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Ponte Las Pilas: Taking Charge of Your Mental Health

Noemi Rodriguez tackles the taboo subject of Mental Health in the Latinx Community.

Let’s play a word association game.

What's the first thing you think of when you read the following words. Ready?


Therapy.

Mental Illness.

Depression.


For most of growing up in the Latinx culture, these words often come with bad and shameful

connotations. Why is that? Why is something that is so important, so taboo? Growing up, I never really had any conversations about mental health. In fact, I didn’t really even know what it was. In most Latinx families and cultures, talking about emotions is something that is kept in private. We do not air out dirty laundry.

There are misconceptions in the culture that having poor mental health is a sign of being weak, ungrateful, or even insane. As a result, as a community are less likely to recognize the signs and symptoms of mental illnesses.

We also struggle to recognize the need for help, and don’t know the resources available to us. The connection between our emotions and behavior is often misunderstood. The truth, however, is that our mental health affects not only our emotions and thoughts, but but also how we behave, respond to stress, and engage with others and our community.

What exactly is mental health, and why is it important?

Mental health is a combination of emotional, psychological, and social well being that affects our overall health. In fact, it is so fundamental that the World Health Organization states “The promotion, protection and restoration of mental health can be regarded as a vital concern of individuals, communities and societies throughout the world.” There are multiple facets impacting our mental health, such as social, psychological and biological factors. As Latinas we are exposed to extra factors such as immigration, acculturation, racism, or a sense of family responsibility that is often a part of our culture. When we don’t prioritize our mental health, we aren’t giving ourselves the tools needed to live nuestras vidas to the best of our ability.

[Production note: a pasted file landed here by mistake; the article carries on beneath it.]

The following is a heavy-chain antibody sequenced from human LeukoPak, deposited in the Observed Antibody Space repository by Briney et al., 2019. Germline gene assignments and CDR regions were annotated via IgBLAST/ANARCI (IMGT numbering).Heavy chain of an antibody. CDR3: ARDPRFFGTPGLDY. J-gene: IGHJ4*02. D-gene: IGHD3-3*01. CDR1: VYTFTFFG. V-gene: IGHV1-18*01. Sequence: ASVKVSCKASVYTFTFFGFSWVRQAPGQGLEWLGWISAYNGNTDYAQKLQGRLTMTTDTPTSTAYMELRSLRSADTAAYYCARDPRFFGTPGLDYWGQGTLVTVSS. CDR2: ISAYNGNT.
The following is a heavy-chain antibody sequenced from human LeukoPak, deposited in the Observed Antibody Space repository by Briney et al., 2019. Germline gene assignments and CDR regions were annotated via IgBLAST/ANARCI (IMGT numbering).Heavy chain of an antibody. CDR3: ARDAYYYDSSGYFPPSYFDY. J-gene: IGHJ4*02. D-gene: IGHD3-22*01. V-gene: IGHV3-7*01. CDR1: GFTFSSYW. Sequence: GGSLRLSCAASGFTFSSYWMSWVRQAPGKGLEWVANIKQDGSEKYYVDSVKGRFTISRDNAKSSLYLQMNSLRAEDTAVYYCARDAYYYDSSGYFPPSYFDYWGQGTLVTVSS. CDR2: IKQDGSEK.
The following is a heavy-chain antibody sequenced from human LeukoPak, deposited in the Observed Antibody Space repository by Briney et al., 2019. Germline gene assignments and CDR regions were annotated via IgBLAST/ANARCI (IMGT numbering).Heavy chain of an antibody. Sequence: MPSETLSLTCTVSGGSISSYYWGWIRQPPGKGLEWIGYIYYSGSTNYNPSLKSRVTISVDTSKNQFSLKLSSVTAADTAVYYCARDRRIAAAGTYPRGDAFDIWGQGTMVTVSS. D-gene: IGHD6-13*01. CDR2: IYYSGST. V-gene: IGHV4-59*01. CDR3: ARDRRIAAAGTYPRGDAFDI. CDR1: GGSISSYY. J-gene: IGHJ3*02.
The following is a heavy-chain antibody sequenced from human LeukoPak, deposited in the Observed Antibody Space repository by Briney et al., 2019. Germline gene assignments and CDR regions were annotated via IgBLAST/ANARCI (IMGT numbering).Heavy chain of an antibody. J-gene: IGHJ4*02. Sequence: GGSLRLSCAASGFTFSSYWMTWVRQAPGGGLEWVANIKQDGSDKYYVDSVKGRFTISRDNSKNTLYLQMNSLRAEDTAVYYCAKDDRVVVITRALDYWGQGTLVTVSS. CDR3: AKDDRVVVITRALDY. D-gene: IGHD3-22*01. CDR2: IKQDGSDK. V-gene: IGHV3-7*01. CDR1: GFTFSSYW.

There are many things we can do to promote mental wellness.

Here are just a few examples!

1. Self Care - This can be as simple as watching your favorite movie with a pint of ice

cream, working on a hobby, or doing something you truly enjoy.

2. Live Healthy - Focus on fueling your body properly, getting enough sleep, meditation,

and exercise.

3. Stay Connected - Connect with yourself, your friends, or others. Chances are there is

someone you know who has or has had similar experiences! Remember you are never

alone.

4. Learn More - Educate yourself on mental health and mental illnesses. There are plenty of

resources out there. Specifically, you can check out the websites for National Alliance on

Mental Illness and Mental Health America for information on mental health statistics in

Latinx communities and for Spanish language resources and materials.

5. Ask for Help - If you feel like your mental health needs professional guidance, don't be afraid to reach out. Use resources like the Crisis Text Line or therapyforlatinx.com to find

a culturally competent provider. Don’t be afraid to ask questions such as “How do you

see our cultural backgrounds influencing our communication and my treatment?” After

all, they are here for YOU.

If you skimmed this whole post, there’s one thing I want you to take away.

By taking care of our souls, we are better able to work productively, make meaningful relationships and connections, and realize our full potential as powerful Latina women. So girl... what are you waiting for?! Ponte las pilas, and take charge of your mental health!


Helpful Links https://www.mhanational.org/issues/latinxhispanic-communities-and-mental-health

https://www.nami.org/Your-Journey/Identity-and-Cultural-Dimensions/Latinx-Hispanic

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